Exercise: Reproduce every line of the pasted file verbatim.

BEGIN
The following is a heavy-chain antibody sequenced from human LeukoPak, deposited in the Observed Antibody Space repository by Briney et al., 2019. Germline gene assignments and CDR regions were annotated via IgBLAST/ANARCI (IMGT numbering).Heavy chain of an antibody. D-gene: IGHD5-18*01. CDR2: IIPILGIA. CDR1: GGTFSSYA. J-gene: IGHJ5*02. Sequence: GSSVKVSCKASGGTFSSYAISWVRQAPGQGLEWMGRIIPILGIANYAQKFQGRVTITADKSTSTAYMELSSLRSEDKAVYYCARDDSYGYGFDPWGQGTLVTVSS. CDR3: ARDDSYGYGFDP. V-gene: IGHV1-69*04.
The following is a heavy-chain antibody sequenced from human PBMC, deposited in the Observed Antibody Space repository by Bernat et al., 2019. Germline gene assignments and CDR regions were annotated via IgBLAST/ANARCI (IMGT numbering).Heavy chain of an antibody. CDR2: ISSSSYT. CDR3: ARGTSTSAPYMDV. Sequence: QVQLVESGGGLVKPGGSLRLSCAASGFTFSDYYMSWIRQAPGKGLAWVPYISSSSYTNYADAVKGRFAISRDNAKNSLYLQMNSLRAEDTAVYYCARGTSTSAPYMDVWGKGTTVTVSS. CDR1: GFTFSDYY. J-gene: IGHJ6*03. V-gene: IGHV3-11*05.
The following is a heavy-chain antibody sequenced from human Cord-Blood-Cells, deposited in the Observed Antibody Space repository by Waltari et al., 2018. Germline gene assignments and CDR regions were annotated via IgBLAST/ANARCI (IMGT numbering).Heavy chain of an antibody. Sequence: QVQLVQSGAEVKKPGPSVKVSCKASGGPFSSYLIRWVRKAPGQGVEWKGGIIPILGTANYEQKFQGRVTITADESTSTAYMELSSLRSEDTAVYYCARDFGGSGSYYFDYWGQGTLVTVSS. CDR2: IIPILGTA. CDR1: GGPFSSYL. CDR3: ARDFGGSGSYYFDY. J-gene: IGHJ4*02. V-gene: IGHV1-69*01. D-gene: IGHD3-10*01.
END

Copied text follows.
The following is a heavy-chain antibody sequenced from human LeukoPak, deposited in the Observed Antibody Space repository by Briney et al., 2019. Germline gene assignments and CDR regions were annotated via IgBLAST/ANARCI (IMGT numbering).Heavy chain of an antibody. D-gene: IGHD5-18*01. CDR2: IIPILGIA. CDR1: GGTFSSYA. J-gene: IGHJ5*02. Sequence: GSSVKVSCKASGGTFSSYAISWVRQAPGQGLEWMGRIIPILGIANYAQKFQGRVTITADKSTSTAYMELSSLRSEDKAVYYCARDDSYGYGFDPWGQGTLVTVSS. CDR3: ARDDSYGYGFDP. V-gene: IGHV1-69*04.
The following is a heavy-chain antibody sequenced from human PBMC, deposited in the Observed Antibody Space repository by Bernat et al., 2019. Germline gene assignments and CDR regions were annotated via IgBLAST/ANARCI (IMGT numbering).Heavy chain of an antibody. CDR2: ISSSSYT. CDR3: ARGTSTSAPYMDV. Sequence: QVQLVESGGGLVKPGGSLRLSCAASGFTFSDYYMSWIRQAPGKGLAWVPYISSSSYTNYADAVKGRFAISRDNAKNSLYLQMNSLRAEDTAVYYCARGTSTSAPYMDVWGKGTTVTVSS. CDR1: GFTFSDYY. J-gene: IGHJ6*03. V-gene: IGHV3-11*05.
The following is a heavy-chain antibody sequenced from human Cord-Blood-Cells, deposited in the Observed Antibody Space repository by Waltari et al., 2018. Germline gene assignments and CDR regions were annotated via IgBLAST/ANARCI (IMGT numbering).Heavy chain of an antibody. Sequence: QVQLVQSGAEVKKPGPSVKVSCKASGGPFSSYLIRWVRKAPGQGVEWKGGIIPILGTANYEQKFQGRVTITADESTSTAYMELSSLRSEDTAVYYCARDFGGSGSYYFDYWGQGTLVTVSS. CDR2: IIPILGTA. CDR1: GGPFSSYL. CDR3: ARDFGGSGSYYFDY. J-gene: IGHJ4*02. V-gene: IGHV1-69*01. D-gene: IGHD3-10*01.